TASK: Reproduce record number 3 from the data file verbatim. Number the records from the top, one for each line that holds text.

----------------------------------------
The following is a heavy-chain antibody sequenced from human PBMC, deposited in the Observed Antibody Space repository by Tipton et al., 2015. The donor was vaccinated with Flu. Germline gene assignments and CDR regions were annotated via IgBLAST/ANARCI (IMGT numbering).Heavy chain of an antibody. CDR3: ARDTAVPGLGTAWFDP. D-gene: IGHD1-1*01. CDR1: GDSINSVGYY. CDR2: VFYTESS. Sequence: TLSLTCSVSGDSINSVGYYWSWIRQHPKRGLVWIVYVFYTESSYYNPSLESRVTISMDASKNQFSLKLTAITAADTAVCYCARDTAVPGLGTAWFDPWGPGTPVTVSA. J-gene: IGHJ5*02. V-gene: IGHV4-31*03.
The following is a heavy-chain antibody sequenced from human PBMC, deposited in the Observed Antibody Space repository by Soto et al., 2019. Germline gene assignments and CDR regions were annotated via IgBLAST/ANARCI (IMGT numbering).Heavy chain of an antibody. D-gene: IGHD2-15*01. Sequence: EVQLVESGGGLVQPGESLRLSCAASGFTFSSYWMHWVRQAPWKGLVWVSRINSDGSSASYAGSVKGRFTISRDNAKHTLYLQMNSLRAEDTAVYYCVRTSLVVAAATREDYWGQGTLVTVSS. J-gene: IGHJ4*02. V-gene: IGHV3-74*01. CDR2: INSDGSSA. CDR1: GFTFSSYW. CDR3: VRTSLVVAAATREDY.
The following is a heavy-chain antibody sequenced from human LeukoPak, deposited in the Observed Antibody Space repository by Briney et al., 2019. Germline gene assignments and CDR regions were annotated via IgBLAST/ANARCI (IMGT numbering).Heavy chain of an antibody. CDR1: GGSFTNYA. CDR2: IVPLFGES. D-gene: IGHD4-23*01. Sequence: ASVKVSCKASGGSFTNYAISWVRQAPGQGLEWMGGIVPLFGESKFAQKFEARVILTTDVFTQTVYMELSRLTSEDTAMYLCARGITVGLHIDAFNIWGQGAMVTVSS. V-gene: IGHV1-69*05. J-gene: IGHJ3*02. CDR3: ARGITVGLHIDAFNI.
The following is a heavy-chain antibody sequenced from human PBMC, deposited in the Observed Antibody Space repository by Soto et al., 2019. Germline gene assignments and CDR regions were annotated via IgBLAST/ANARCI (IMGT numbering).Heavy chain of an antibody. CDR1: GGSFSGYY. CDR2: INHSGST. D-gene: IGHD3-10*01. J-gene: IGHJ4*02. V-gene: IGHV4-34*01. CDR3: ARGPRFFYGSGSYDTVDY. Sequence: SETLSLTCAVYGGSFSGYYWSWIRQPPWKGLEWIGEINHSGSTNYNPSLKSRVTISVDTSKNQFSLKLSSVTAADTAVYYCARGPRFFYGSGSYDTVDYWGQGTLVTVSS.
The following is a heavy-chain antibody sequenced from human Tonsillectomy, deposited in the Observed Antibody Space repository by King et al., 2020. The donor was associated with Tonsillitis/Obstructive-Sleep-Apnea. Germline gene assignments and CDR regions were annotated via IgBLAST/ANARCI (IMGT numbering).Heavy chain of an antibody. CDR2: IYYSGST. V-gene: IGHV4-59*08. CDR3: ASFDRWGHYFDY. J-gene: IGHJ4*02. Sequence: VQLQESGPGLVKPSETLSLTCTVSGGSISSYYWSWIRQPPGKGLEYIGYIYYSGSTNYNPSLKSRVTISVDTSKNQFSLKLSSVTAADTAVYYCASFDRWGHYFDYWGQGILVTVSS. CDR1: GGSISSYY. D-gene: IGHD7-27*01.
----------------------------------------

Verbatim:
The following is a heavy-chain antibody sequenced from human LeukoPak, deposited in the Observed Antibody Space repository by Briney et al., 2019. Germline gene assignments and CDR regions were annotated via IgBLAST/ANARCI (IMGT numbering).Heavy chain of an antibody. CDR1: GGSFTNYA. CDR2: IVPLFGES. D-gene: IGHD4-23*01. Sequence: ASVKVSCKASGGSFTNYAISWVRQAPGQGLEWMGGIVPLFGESKFAQKFEARVILTTDVFTQTVYMELSRLTSEDTAMYLCARGITVGLHIDAFNIWGQGAMVTVSS. V-gene: IGHV1-69*05. J-gene: IGHJ3*02. CDR3: ARGITVGLHIDAFNI.